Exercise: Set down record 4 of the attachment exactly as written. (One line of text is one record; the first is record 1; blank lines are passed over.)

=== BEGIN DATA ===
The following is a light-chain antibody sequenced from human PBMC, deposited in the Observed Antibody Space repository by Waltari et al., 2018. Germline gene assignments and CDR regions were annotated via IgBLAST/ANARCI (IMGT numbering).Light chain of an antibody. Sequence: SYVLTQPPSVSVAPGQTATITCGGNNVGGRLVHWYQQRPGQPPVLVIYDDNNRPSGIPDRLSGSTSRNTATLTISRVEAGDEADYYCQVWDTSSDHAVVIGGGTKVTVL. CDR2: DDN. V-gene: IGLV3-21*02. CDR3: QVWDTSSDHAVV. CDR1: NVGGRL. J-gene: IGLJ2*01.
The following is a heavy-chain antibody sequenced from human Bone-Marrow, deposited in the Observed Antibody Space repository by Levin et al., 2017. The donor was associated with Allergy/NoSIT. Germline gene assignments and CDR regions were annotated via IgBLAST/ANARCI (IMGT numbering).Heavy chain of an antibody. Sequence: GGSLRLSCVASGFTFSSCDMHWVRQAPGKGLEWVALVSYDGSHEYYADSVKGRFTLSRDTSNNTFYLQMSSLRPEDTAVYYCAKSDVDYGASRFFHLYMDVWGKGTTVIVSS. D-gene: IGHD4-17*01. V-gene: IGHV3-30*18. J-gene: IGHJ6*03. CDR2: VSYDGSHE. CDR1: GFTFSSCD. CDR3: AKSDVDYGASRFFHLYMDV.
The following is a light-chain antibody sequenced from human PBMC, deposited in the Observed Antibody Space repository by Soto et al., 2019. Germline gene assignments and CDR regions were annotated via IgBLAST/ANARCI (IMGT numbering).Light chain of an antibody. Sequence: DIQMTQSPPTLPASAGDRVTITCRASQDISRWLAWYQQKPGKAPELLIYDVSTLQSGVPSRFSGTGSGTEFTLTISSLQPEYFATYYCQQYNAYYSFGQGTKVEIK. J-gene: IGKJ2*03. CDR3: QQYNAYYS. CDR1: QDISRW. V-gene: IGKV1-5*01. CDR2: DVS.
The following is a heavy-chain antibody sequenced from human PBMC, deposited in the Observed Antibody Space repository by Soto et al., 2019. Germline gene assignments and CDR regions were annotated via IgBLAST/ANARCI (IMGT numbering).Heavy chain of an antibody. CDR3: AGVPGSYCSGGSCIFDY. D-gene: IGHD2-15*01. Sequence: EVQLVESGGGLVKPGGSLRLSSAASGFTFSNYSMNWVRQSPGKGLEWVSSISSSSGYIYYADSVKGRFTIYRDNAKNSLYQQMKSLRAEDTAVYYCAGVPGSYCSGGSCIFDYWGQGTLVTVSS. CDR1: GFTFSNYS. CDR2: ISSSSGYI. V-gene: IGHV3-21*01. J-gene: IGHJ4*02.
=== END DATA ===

The following is a heavy-chain antibody sequenced from human PBMC, deposited in the Observed Antibody Space repository by Soto et al., 2019. Germline gene assignments and CDR regions were annotated via IgBLAST/ANARCI (IMGT numbering).Heavy chain of an antibody. CDR3: AGVPGSYCSGGSCIFDY. D-gene: IGHD2-15*01. Sequence: EVQLVESGGGLVKPGGSLRLSSAASGFTFSNYSMNWVRQSPGKGLEWVSSISSSSGYIYYADSVKGRFTIYRDNAKNSLYQQMKSLRAEDTAVYYCAGVPGSYCSGGSCIFDYWGQGTLVTVSS. CDR1: GFTFSNYS. CDR2: ISSSSGYI. V-gene: IGHV3-21*01. J-gene: IGHJ4*02.